The design of the north facade includes a horizontal beam that could support adjustable shading if it turns out to be needed.

Matt’s particularly pleased with the performance of the concrete slab floor. “In winter, 75 per cent of the slab is in direct sun: when you walk on it, it feels like underfloor heating. And in summer, because it’s not insulated underneath, it’s a big mass coupled to the stable, cool ground temperature.” [Ed note: this strategy works because of Perth’s warm climate; generally, it’s better to insulate concrete slabs in Australia’s southern regions.] To allow for tweaking during shoulder seasons, the design of the north facade includes a horizontal beam that could support adjustable shading if it turns out to be needed.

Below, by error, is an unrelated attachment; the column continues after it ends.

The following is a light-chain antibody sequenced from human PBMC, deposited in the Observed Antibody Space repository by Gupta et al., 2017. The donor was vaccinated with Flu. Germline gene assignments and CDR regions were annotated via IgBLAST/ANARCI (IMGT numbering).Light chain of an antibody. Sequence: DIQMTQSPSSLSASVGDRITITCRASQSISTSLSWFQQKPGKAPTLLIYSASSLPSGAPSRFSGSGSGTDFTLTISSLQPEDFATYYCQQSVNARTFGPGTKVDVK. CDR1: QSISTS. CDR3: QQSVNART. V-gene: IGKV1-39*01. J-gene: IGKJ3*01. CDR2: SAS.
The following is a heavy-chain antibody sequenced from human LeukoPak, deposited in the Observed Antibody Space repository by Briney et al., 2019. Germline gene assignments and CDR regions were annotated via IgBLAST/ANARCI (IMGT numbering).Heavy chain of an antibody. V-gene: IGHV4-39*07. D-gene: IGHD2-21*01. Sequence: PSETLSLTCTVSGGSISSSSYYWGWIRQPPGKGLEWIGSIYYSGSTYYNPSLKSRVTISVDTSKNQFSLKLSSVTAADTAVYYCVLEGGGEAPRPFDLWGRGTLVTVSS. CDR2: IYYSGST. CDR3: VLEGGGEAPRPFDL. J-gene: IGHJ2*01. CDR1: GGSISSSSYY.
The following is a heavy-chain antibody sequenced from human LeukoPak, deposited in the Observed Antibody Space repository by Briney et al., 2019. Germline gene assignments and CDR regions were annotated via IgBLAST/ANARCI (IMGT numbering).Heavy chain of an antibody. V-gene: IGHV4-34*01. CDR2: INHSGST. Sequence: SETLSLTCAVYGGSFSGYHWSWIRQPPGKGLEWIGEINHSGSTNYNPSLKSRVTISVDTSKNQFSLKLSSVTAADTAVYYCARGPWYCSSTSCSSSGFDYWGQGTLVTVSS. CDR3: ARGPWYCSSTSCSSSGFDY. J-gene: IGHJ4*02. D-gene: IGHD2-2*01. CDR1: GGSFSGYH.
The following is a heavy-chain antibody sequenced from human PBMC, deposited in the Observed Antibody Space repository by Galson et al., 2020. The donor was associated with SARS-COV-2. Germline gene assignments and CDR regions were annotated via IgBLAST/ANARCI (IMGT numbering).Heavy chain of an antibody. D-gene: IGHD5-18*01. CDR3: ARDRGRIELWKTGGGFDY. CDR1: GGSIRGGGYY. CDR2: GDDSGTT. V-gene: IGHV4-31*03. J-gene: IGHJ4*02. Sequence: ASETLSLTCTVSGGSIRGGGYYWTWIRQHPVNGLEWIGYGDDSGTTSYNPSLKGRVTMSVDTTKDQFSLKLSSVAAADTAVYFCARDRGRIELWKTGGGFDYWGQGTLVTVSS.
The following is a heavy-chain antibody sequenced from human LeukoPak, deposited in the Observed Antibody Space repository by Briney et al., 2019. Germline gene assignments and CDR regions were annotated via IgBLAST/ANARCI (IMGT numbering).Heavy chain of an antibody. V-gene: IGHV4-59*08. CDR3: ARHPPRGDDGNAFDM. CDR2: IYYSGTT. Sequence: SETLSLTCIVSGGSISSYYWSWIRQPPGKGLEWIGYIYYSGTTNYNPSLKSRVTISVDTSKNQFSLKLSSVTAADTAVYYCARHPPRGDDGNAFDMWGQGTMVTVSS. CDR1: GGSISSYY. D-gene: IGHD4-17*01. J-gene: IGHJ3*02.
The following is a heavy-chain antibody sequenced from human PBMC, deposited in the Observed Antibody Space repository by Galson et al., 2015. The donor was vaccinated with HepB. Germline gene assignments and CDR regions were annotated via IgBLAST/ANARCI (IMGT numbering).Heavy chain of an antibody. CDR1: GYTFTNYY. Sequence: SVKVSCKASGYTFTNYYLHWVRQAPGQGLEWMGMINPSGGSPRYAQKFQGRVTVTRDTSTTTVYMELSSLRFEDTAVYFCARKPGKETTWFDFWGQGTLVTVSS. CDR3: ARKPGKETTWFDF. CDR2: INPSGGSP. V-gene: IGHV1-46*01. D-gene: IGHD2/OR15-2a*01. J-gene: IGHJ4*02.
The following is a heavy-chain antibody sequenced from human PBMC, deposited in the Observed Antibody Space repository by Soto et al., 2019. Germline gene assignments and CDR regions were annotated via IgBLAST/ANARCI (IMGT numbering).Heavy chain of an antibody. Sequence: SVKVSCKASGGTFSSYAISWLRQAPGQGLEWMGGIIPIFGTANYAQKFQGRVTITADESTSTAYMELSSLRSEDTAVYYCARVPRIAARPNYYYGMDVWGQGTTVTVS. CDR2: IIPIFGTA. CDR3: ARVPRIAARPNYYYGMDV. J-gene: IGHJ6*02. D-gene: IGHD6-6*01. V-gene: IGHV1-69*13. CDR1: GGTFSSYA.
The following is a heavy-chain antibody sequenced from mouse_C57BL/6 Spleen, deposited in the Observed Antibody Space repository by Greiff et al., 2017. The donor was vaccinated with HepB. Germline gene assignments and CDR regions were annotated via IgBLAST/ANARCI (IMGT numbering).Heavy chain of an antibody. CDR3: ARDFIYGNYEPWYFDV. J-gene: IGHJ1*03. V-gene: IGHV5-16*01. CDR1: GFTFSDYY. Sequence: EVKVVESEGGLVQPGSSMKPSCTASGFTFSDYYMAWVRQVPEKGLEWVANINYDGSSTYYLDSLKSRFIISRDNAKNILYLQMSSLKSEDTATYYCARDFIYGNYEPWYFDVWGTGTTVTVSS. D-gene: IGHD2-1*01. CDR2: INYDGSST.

This facade, being the primary one, features large timber-framed windows and sliding doors with low-e glass, and timber cladding that will be left to grey naturally over time. Matt “went a bit more pragmatic” elsewhere, opting for cheaper, more durable metal sheet cladding and powder-coated aluminium-framed windows. He admits that the proportion of northern glazing is slightly higher than the energy rating software would consider optimal: “I’m one to pull back slightly on the Star ratings for some more glass – well-shaded of course – and good views from inside, as I think it’s so important for mental wellbeing,” he says. “That’s why this house sits at 7.2 Stars rather than 8 or more.”

The home was a test case for the sort of compact, relatively affordable, energy-efficient houses – suitable for infill and smaller sites – that Matt wants to offer clients.